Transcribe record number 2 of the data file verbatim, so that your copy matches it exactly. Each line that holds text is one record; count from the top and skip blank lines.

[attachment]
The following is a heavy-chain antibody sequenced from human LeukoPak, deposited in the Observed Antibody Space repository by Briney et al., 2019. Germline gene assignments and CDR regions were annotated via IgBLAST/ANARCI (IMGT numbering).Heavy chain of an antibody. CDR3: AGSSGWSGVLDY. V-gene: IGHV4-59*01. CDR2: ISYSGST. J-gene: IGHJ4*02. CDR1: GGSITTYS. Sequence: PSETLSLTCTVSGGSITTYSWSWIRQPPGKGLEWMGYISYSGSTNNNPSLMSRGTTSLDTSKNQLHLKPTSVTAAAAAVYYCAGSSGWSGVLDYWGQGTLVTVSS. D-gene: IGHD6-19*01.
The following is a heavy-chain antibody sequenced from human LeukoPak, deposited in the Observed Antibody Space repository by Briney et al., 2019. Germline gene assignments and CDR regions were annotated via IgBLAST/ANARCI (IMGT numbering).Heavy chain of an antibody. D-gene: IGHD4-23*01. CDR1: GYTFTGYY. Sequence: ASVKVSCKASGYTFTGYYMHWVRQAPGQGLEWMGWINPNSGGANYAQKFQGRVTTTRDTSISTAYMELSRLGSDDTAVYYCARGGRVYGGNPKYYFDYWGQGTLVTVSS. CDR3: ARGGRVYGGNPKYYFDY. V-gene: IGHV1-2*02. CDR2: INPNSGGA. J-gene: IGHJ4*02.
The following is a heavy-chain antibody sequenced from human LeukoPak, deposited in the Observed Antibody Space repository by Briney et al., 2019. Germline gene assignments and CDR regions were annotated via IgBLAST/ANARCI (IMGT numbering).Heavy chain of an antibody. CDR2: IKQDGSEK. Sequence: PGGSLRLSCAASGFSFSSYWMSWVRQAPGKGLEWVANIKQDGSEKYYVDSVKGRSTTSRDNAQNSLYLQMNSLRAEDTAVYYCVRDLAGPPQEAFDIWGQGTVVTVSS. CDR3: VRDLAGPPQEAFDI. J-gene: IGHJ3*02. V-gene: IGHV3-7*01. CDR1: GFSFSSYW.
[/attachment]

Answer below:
The following is a heavy-chain antibody sequenced from human LeukoPak, deposited in the Observed Antibody Space repository by Briney et al., 2019. Germline gene assignments and CDR regions were annotated via IgBLAST/ANARCI (IMGT numbering).Heavy chain of an antibody. D-gene: IGHD4-23*01. CDR1: GYTFTGYY. Sequence: ASVKVSCKASGYTFTGYYMHWVRQAPGQGLEWMGWINPNSGGANYAQKFQGRVTTTRDTSISTAYMELSRLGSDDTAVYYCARGGRVYGGNPKYYFDYWGQGTLVTVSS. CDR3: ARGGRVYGGNPKYYFDY. V-gene: IGHV1-2*02. CDR2: INPNSGGA. J-gene: IGHJ4*02.